Driving with epilepsy

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Epilepsy is a neurological condition that affects around 600,000 people in the UK – or around one in every 100. The condition can strike anyone at any age and results in recurrent and sometimes unexpected seizures. Which means it can have serious implications for motorists. The medical standards around driving with epilepsy are very detailed and can be complicated, so the DVLA is working with the Epilepsy Society to raise awareness of the rules around driving with the condition to help maintain the safety of the UK’s roads. So if you or someone you know has the condition, here is a quick run-down what you need to know about driving with epilepsy…

Group 1 drivers (cars and motorcycles)

If you have epilepsy and drive a car or ride a motorcycle, you will usually be granted a three-year licence provided you’ve:
  • Not had an epileptic attack in the last 12 months, unless your seizures fall under one of the concessions listed on page 23 of the DVLA ‘At a Glance Guide’.
  • Complied with the advice of your doctor or consultant concerning treatment and check-ups.
Once you have been free of seizures for five years you will normally be issued a licence that’s valid until your 70th birthday. You must inform the DVLA of a first unprovoked epileptic seizure and will have to stop driving for six months from the date of the first seizure. If you’re considered to be at high risk of having a further seizure you’ll have to hang up the car keys for a year.

Group 2 drivers (lorries and buses)

You will only be granted a licence to drive a lorry or bus if you’ve remained free of seizures for 10 years without taking any anti-epilepsy medication. The duration of the licence will depend upon your medical details. Again, you must inform the DVLA of your first unprovoked epileptic seizure and then stop driving Group 2 vehicles for five years from the date of this seizure. In addition, you’ll have to be assessed by a neurologist, and the results must show no indication that that the risk of a further seizure is greater than 2% a year. You must also have taken no anti-epilepsy medication throughout the five-year period prior to the granting of the licence. If you are a taxi driver the regulations for Group 2 licences may apply to you, but you should contact your own local authority to find out its position on standards for driving.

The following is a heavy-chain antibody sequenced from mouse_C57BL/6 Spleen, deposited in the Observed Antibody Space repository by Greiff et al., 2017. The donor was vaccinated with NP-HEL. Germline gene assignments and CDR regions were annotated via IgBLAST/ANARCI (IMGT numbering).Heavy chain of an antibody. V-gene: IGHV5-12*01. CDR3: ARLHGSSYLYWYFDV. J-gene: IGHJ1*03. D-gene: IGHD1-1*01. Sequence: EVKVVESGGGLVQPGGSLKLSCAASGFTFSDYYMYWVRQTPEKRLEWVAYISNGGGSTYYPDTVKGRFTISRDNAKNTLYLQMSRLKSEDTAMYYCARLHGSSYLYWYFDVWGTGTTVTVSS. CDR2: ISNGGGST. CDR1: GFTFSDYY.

Vehicles which need no licence (forklift trucks, farm vehicles and sit-on lawnmowers)

DVLA regulations only apply to vehicles that are driven on public highways and not private land, but if you or someone you employ drives any of these vehicles on private land as part of a job the Health and Safety Executive advises standards for driving are similar to car and  LGV (light goods vehicle) standards, depending upon size and weight. If these vehicles are driven on public highways you’ll need a driving licence and should get in touch with the Health and Safety Executive on 0845 345 0555.

Electric wheelchairs and mobility scooters

Electric wheelchairs and mobility scooters are not considered to be ‘vehicles’ so you don’t need a driving licence to use them on private land or public roads. However, if you drive a ‘class 3 invalid carriage’ that can be used on the road and has maximum off-road speed of 4mph and on-road speed of 8mph, you must register it with the DVLA. Don’t worry, though, you won’t be charged road tax for using it on the road. For more detailed information on driving with epilepsy, check out this leaflet or this flow chart from the Epilepsy Society, or contact the helpline on 01494 601 400. And if you’ve any other condition that may affect your driving, check out my article Are you fit to drive?

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